Braving Minneapolis

It is not the critic who counts; not the man who points out how the strong man stumbles, or where the doer of deeds could have done them better. The credit belongs to the man who is actually in the arena, whose face is marred by dust and sweat and blood; who strives valiantly; who errs, who comes short again and again, because there is no effort without error and shortcoming; but who does actually strive to do the deeds; who knows great enthusiasms, the great devotions; who spends himself in a worthy cause; who at the best knows in the end the triumph of high achievement, and who at the worst, if he fails, at least fails while daring greatly…Theodore Roosevelt

In the month of June, I had the privilege of attending the Daring Way™ Training in Minneapolis. The Daring Way™ is curriculum based on the research of Dr. Brené Brown. Brené Brown has published various books covering the topics of shame, vulnerability, resilience, courage, worthiness, owning our story and so much more. I have been a fan girl for quite some time.  Not only do I enjoy and respect her research, I can relate to her story and voice. She is incredibly authentic about her struggles and background and she does not take herself too seriously. No question…she knows what she is talking about and her grounded theory method leads to many feeling like she is talking directly to them as they read and listen to her thoughts. Yet, she consistently presents as a human being, a flawed yet beautiful and impactful human being. (As I gush about her, you can see what I mean by fan girl.) For years I have wanted to attend this sought after training and, luckily, with the work that I am doing at Wise Health System, I was able to attend this year. My organization sent me because they recognize the value of this work and the impact it can have on our employees and the community.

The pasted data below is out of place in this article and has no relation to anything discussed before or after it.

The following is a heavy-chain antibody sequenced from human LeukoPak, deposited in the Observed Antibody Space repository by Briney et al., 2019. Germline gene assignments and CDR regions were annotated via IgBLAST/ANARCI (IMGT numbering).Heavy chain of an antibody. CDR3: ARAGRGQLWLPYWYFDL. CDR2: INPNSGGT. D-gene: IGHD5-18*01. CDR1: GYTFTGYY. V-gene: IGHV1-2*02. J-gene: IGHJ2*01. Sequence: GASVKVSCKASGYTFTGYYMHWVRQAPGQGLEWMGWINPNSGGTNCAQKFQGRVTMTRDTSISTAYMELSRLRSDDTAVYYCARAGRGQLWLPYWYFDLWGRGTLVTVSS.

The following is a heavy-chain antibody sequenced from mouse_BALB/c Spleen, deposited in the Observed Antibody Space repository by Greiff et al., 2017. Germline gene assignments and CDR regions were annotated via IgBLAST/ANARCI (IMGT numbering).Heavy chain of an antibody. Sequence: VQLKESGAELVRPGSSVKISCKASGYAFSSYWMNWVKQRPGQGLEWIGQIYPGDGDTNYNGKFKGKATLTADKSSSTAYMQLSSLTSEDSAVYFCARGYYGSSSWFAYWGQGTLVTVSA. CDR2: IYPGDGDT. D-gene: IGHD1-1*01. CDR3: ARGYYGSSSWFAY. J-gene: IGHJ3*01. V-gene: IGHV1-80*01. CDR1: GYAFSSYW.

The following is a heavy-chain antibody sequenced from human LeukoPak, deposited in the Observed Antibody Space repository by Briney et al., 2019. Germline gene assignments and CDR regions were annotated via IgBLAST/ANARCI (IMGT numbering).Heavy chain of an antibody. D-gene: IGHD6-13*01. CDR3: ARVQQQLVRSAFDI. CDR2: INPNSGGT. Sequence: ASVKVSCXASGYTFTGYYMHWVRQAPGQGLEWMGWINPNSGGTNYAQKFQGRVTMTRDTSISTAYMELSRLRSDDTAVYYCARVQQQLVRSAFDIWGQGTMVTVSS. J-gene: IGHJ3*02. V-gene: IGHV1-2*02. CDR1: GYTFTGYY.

I arrived in Minneapolis on a Sunday afternoon right as the Pride Parade was wrapping up. I immediately felt the vibrancy and warmth of this city. I checked into my huge hotel room at the Embassy Suites in Downtown Minneapolis (got quickly excited about not having to clean for 4 days and the idea of 8 hours of sleep without interruption.) My nights typically involve wrangling my 3 beautifully energetic, adventurous and messy children and then sharing the bed with all of them and their unique and unassuming sleeping positions.

That night I had the chance to catch up with a dear friend, Torie, who is wrapping up her law degree and doing important work in child protection. She told me about her love for the city, her dreams for her career and I felt like I got to know the woman she has become. I already loved this trip before my bucket list training even began.

daring way megan

Day One of The Daring Way™:  I wake up and only have to worry about getting myself ready!!! Wowza. When I drank my first cup of coffee for the day…it was HOT! So far, so good. I catch my scheduled ride to the training and have the pleasure of meeting an incredible primary care physician from Canada named Melanie. The driver pulled away not knowing that he was leaving another lady waiting on transportation behind but we quickly circled the block and came back to get her.  I am so glad that we met in this moment because she became an important fixture in my Minneapolis experience, and I am hopeful, that we will continue to explore this work and life together moving forward.

This training requires an application and pre-work process. I earned my way here and did the work to hold a seat with these impressive folks. Despite my excitement and preparation for this experience, as I hear members of my small group tell their stories and what brought them to this training…I have flooding thoughts of imposter syndrome. I am wondering if I have the chops to be here and I am praying that I have meaningful thoughts to share throughout this time.  The beauty of this curriculum focusing on shame, vulnerability, and living brave is that we all eventually discussed our fears and identified that multiple people in that room were feeling the exact same way. We cover values, relationships, trust, vulnerability, empathy and self-compassion during the activities and conversations of Day 1. This curriculum pushes you to face fears and own the thought processes that keep you from living an authentic life. You gain insight and courage to truly allow yourself to enter “the arena.” Exploring this with the women in my group, led by an incredible facilitator was a gift. Reeling from excitement and inspiration, 5 of us went to dinner at a great rooftop restaurant a few blocks from our hotel.  Three Canadians, a magical gal from San Fran, and I enjoyed conversation about human rights, politics, advocacy and dreams.  Building these relationships and debriefing the content of our training was arguably as beneficial as the training itself. I hope to always have the chance to touch base with these women and witness the amazing work they will do.